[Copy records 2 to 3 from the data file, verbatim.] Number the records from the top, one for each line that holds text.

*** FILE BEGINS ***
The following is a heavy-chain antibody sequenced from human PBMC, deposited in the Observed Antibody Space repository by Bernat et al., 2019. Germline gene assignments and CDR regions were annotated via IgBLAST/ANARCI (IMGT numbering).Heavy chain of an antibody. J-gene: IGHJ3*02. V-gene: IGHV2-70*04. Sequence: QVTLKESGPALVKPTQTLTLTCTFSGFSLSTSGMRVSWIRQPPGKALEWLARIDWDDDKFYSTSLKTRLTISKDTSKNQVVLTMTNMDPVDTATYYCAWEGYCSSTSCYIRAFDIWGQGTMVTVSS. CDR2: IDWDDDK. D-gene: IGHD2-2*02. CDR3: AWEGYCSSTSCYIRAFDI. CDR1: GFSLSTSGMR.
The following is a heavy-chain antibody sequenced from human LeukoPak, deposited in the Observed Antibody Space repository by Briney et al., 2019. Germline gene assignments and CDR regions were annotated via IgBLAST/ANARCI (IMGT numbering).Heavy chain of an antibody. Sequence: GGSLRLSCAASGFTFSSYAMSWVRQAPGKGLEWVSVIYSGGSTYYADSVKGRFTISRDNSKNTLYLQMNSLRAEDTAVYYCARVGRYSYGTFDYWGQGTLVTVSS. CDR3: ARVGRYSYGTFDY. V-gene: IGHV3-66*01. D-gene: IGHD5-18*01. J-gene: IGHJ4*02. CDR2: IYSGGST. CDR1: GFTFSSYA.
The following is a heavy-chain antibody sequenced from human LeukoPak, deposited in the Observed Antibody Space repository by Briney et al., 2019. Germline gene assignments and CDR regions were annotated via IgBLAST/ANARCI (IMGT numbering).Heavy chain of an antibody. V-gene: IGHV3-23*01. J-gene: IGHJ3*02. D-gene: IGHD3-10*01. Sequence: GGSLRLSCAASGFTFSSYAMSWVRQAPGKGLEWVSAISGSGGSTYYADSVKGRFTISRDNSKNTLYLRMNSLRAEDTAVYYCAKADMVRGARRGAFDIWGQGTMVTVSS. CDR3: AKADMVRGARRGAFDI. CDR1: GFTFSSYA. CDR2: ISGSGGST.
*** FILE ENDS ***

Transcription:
The following is a heavy-chain antibody sequenced from human LeukoPak, deposited in the Observed Antibody Space repository by Briney et al., 2019. Germline gene assignments and CDR regions were annotated via IgBLAST/ANARCI (IMGT numbering).Heavy chain of an antibody. Sequence: GGSLRLSCAASGFTFSSYAMSWVRQAPGKGLEWVSVIYSGGSTYYADSVKGRFTISRDNSKNTLYLQMNSLRAEDTAVYYCARVGRYSYGTFDYWGQGTLVTVSS. CDR3: ARVGRYSYGTFDY. V-gene: IGHV3-66*01. D-gene: IGHD5-18*01. J-gene: IGHJ4*02. CDR2: IYSGGST. CDR1: GFTFSSYA.
The following is a heavy-chain antibody sequenced from human LeukoPak, deposited in the Observed Antibody Space repository by Briney et al., 2019. Germline gene assignments and CDR regions were annotated via IgBLAST/ANARCI (IMGT numbering).Heavy chain of an antibody. V-gene: IGHV3-23*01. J-gene: IGHJ3*02. D-gene: IGHD3-10*01. Sequence: GGSLRLSCAASGFTFSSYAMSWVRQAPGKGLEWVSAISGSGGSTYYADSVKGRFTISRDNSKNTLYLRMNSLRAEDTAVYYCAKADMVRGARRGAFDIWGQGTMVTVSS. CDR3: AKADMVRGARRGAFDI. CDR1: GFTFSSYA. CDR2: ISGSGGST.